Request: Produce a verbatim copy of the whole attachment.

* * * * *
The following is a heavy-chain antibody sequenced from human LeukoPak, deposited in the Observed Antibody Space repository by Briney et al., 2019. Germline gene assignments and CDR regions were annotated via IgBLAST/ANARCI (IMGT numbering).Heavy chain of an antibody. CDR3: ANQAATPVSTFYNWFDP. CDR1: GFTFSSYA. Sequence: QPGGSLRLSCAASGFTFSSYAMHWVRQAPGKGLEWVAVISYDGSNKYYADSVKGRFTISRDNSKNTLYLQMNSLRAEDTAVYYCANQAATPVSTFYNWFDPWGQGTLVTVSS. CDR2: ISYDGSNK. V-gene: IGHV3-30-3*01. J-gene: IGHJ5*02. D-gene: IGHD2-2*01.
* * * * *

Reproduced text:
The following is a heavy-chain antibody sequenced from human LeukoPak, deposited in the Observed Antibody Space repository by Briney et al., 2019. Germline gene assignments and CDR regions were annotated via IgBLAST/ANARCI (IMGT numbering).Heavy chain of an antibody. CDR3: ANQAATPVSTFYNWFDP. CDR1: GFTFSSYA. Sequence: QPGGSLRLSCAASGFTFSSYAMHWVRQAPGKGLEWVAVISYDGSNKYYADSVKGRFTISRDNSKNTLYLQMNSLRAEDTAVYYCANQAATPVSTFYNWFDPWGQGTLVTVSS. CDR2: ISYDGSNK. V-gene: IGHV3-30-3*01. J-gene: IGHJ5*02. D-gene: IGHD2-2*01.